Personally, I think Orlando Hudson and Aaron Hill should both remain Blue Jays, while Corey Koskie finds a new home, but the way it looks is that Hudson will be the one who is dealt and Hill will move to second base rather than supplanting Koskie. Not only is Hudson the best defensive player on this team, he is younger than Koskie and most likely will remain cheaper as well. The Koskie deal from last winter is one of those things I do not think I will ever understand. Nor do I want to really hear the reasoning behind it, for fear my head cannot take such abuse. Sadly for Jays fans, those Koskie for Morneau rumors were just that, and he will most likely be around at the least for another season.

The outfield could use a new member as well, or at the least, an improvement from Alexis Rios. Yes, he is one of the above average players according to NRAA, but that is due entirely to his defensive prowess. This team needs an explosive bat in a huge way. There are not many of those on the free agent market; in reality, there is Brian Giles and maybe Hideki Matsui [Note: Matsui is no longer available since the Yankees gave him a new contract, keeping his free agency from kicking in]. Of course, J.P. Ricciardi could always go out and sign Roberto Petagine to play first base and outfield, most likely for a minor league contract. That would most likely end up to be one of the better bargains of the winter, but I also do not see it happening.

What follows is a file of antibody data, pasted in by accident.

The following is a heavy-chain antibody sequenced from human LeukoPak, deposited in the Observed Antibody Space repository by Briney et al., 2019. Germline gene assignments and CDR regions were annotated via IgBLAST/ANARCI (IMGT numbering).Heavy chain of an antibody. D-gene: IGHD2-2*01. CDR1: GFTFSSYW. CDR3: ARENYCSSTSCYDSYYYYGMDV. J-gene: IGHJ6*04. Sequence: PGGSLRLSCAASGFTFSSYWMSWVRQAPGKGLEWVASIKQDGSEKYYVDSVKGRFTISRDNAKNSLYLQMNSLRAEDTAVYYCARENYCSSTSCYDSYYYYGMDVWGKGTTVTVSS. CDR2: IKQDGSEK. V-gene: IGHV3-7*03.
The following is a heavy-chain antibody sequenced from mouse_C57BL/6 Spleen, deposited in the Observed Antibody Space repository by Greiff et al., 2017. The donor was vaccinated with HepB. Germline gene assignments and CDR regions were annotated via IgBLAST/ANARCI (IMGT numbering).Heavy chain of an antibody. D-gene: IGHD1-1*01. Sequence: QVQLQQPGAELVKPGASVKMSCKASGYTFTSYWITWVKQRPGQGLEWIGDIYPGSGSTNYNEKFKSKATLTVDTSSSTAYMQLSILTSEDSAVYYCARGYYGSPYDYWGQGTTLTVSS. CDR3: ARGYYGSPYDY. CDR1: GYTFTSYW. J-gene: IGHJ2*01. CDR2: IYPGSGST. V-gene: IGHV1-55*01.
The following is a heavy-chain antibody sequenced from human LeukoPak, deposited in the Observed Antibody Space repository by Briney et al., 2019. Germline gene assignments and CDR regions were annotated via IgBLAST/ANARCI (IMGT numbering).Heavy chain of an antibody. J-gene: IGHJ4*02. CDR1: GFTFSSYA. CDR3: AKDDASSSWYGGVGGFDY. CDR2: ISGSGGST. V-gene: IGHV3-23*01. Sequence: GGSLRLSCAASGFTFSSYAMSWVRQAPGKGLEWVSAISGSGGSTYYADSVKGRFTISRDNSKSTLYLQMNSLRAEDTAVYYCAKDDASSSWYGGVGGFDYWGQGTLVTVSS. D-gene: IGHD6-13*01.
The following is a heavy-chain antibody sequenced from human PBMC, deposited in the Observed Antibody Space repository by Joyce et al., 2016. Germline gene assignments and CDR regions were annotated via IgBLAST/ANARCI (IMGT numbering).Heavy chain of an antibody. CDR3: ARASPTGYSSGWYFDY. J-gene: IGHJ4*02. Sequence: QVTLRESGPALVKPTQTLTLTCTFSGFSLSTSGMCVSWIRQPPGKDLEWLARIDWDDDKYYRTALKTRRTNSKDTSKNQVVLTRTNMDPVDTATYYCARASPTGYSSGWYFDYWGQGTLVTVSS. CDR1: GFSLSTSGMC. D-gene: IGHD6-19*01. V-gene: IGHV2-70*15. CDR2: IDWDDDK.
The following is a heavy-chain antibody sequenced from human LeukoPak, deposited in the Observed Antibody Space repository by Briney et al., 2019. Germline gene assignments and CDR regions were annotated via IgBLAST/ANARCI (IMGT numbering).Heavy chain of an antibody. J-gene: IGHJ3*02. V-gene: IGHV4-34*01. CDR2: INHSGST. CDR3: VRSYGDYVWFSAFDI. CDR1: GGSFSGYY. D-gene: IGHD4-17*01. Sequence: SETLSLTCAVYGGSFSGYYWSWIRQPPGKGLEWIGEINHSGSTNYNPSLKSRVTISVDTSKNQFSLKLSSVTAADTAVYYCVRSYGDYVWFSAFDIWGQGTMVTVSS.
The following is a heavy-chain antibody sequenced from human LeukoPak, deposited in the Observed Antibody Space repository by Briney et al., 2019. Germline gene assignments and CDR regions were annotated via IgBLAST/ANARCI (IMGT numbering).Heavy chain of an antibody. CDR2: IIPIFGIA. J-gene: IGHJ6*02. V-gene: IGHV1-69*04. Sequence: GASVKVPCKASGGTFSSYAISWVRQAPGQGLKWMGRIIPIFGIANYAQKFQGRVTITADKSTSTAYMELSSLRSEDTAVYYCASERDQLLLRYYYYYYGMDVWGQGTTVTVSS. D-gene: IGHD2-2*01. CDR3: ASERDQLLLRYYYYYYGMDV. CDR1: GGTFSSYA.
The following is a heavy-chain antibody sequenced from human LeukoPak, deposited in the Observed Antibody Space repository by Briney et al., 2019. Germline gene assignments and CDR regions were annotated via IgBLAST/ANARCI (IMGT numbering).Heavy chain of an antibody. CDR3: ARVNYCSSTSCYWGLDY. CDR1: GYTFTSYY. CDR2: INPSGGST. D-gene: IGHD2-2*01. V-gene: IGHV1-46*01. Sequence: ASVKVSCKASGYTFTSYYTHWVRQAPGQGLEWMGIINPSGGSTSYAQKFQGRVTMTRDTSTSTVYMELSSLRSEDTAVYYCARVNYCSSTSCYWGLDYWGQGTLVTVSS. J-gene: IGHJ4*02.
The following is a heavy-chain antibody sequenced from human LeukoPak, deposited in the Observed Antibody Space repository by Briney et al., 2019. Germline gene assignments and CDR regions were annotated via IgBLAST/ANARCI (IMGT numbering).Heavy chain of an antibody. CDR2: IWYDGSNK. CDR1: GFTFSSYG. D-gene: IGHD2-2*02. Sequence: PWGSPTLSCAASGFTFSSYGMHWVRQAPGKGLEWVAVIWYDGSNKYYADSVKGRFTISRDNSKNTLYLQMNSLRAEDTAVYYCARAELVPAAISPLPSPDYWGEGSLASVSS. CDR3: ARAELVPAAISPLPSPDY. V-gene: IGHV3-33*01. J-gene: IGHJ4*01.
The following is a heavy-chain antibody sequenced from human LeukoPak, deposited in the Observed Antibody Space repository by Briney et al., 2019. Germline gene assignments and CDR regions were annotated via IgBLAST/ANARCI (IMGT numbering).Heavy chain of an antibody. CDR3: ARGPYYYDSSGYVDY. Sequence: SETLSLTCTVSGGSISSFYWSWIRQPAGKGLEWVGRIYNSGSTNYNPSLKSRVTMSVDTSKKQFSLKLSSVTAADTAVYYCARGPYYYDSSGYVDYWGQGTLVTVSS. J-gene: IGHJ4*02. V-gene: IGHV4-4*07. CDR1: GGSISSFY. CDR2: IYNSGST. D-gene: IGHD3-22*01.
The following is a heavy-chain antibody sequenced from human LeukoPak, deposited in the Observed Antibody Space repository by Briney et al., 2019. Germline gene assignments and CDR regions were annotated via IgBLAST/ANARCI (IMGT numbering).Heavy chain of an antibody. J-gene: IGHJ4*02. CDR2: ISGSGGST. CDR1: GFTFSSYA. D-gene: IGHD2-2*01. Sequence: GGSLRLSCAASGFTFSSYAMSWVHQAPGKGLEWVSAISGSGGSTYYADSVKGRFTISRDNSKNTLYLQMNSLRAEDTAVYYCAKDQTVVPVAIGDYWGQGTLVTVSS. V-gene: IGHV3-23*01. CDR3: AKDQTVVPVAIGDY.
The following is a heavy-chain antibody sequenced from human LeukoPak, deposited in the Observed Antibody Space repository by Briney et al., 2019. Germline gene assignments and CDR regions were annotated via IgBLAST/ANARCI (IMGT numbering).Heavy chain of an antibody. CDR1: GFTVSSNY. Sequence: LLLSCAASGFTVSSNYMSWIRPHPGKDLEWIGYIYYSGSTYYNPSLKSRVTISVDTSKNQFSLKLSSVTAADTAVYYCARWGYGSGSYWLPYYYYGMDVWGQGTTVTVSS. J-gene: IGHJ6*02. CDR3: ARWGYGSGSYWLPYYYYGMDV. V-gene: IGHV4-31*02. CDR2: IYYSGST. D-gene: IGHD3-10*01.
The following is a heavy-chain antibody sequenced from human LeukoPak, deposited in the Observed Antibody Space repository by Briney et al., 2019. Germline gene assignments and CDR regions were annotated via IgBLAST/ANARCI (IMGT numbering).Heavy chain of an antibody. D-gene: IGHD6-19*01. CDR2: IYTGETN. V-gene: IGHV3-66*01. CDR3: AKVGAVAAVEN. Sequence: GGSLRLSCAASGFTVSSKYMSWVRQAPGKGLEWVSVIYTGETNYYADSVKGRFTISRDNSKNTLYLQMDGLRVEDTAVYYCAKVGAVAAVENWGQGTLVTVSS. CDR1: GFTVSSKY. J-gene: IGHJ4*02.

Overall, the Blue Jays are putting themselves into a position where the American League East can be theirs for the taking. With above average defense, a pitching staff that rivals (if not exceeds) the best teams in the division, and a lineup that just needs a tweak here or there to be above average, the future looks like it could be bright after all. The only thing that will slow down the process is more Corey Koskie type signings. If those continue, look for more third place finishes in the future.

Player comments will be posted tomorrow or later this evening, depending on my homework schedule. Also, remember that these serve mostly as reviews rather than previews of 2006, although the later in the year they are posted the more preview-ish they will become.